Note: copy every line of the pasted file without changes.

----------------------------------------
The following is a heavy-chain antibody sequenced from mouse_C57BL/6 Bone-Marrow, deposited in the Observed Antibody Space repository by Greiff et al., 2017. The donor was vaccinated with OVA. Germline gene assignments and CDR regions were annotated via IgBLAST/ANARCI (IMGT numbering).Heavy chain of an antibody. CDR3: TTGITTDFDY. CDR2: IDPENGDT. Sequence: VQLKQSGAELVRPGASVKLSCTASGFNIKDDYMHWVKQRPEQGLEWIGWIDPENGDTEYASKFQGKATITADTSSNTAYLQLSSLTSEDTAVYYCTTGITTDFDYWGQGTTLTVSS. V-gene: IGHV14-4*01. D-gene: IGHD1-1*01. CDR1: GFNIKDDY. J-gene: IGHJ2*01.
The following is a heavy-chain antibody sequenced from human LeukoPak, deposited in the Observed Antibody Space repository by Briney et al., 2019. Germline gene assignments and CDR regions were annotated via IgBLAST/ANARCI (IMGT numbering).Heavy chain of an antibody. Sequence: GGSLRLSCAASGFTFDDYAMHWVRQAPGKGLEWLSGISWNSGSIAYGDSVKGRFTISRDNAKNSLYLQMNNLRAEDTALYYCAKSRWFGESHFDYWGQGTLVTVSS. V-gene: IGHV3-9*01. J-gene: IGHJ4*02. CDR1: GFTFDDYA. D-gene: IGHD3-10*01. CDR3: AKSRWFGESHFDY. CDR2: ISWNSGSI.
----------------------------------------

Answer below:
The following is a heavy-chain antibody sequenced from mouse_C57BL/6 Bone-Marrow, deposited in the Observed Antibody Space repository by Greiff et al., 2017. The donor was vaccinated with OVA. Germline gene assignments and CDR regions were annotated via IgBLAST/ANARCI (IMGT numbering).Heavy chain of an antibody. CDR3: TTGITTDFDY. CDR2: IDPENGDT. Sequence: VQLKQSGAELVRPGASVKLSCTASGFNIKDDYMHWVKQRPEQGLEWIGWIDPENGDTEYASKFQGKATITADTSSNTAYLQLSSLTSEDTAVYYCTTGITTDFDYWGQGTTLTVSS. V-gene: IGHV14-4*01. D-gene: IGHD1-1*01. CDR1: GFNIKDDY. J-gene: IGHJ2*01.
The following is a heavy-chain antibody sequenced from human LeukoPak, deposited in the Observed Antibody Space repository by Briney et al., 2019. Germline gene assignments and CDR regions were annotated via IgBLAST/ANARCI (IMGT numbering).Heavy chain of an antibody. Sequence: GGSLRLSCAASGFTFDDYAMHWVRQAPGKGLEWLSGISWNSGSIAYGDSVKGRFTISRDNAKNSLYLQMNNLRAEDTALYYCAKSRWFGESHFDYWGQGTLVTVSS. V-gene: IGHV3-9*01. J-gene: IGHJ4*02. CDR1: GFTFDDYA. D-gene: IGHD3-10*01. CDR3: AKSRWFGESHFDY. CDR2: ISWNSGSI.